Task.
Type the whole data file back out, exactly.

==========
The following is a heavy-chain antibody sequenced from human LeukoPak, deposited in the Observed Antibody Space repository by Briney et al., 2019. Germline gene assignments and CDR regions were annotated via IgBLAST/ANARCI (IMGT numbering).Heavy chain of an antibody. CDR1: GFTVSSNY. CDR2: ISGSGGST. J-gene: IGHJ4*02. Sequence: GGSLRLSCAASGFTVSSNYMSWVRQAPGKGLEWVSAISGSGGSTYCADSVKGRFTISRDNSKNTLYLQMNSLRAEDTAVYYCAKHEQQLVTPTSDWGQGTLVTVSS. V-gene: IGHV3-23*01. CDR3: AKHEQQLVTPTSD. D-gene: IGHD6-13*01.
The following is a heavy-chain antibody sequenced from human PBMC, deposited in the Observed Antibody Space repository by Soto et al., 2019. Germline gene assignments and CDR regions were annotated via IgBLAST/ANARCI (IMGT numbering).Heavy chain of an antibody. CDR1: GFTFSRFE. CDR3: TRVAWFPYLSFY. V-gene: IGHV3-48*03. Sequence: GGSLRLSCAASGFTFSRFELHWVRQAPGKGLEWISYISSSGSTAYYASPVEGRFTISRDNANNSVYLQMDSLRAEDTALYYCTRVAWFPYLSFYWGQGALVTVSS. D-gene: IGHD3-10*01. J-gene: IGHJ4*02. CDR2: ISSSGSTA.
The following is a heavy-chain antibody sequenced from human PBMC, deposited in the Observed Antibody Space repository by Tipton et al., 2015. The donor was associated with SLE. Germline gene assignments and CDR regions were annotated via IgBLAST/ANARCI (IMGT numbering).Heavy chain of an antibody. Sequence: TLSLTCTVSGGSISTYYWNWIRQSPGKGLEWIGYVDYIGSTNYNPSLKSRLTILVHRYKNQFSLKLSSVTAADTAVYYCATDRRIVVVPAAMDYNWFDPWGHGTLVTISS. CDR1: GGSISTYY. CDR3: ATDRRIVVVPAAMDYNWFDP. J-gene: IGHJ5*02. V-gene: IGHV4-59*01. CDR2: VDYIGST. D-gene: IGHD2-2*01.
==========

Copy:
The following is a heavy-chain antibody sequenced from human LeukoPak, deposited in the Observed Antibody Space repository by Briney et al., 2019. Germline gene assignments and CDR regions were annotated via IgBLAST/ANARCI (IMGT numbering).Heavy chain of an antibody. CDR1: GFTVSSNY. CDR2: ISGSGGST. J-gene: IGHJ4*02. Sequence: GGSLRLSCAASGFTVSSNYMSWVRQAPGKGLEWVSAISGSGGSTYCADSVKGRFTISRDNSKNTLYLQMNSLRAEDTAVYYCAKHEQQLVTPTSDWGQGTLVTVSS. V-gene: IGHV3-23*01. CDR3: AKHEQQLVTPTSD. D-gene: IGHD6-13*01.
The following is a heavy-chain antibody sequenced from human PBMC, deposited in the Observed Antibody Space repository by Soto et al., 2019. Germline gene assignments and CDR regions were annotated via IgBLAST/ANARCI (IMGT numbering).Heavy chain of an antibody. CDR1: GFTFSRFE. CDR3: TRVAWFPYLSFY. V-gene: IGHV3-48*03. Sequence: GGSLRLSCAASGFTFSRFELHWVRQAPGKGLEWISYISSSGSTAYYASPVEGRFTISRDNANNSVYLQMDSLRAEDTALYYCTRVAWFPYLSFYWGQGALVTVSS. D-gene: IGHD3-10*01. J-gene: IGHJ4*02. CDR2: ISSSGSTA.
The following is a heavy-chain antibody sequenced from human PBMC, deposited in the Observed Antibody Space repository by Tipton et al., 2015. The donor was associated with SLE. Germline gene assignments and CDR regions were annotated via IgBLAST/ANARCI (IMGT numbering).Heavy chain of an antibody. Sequence: TLSLTCTVSGGSISTYYWNWIRQSPGKGLEWIGYVDYIGSTNYNPSLKSRLTILVHRYKNQFSLKLSSVTAADTAVYYCATDRRIVVVPAAMDYNWFDPWGHGTLVTISS. CDR1: GGSISTYY. CDR3: ATDRRIVVVPAAMDYNWFDP. J-gene: IGHJ5*02. V-gene: IGHV4-59*01. CDR2: VDYIGST. D-gene: IGHD2-2*01.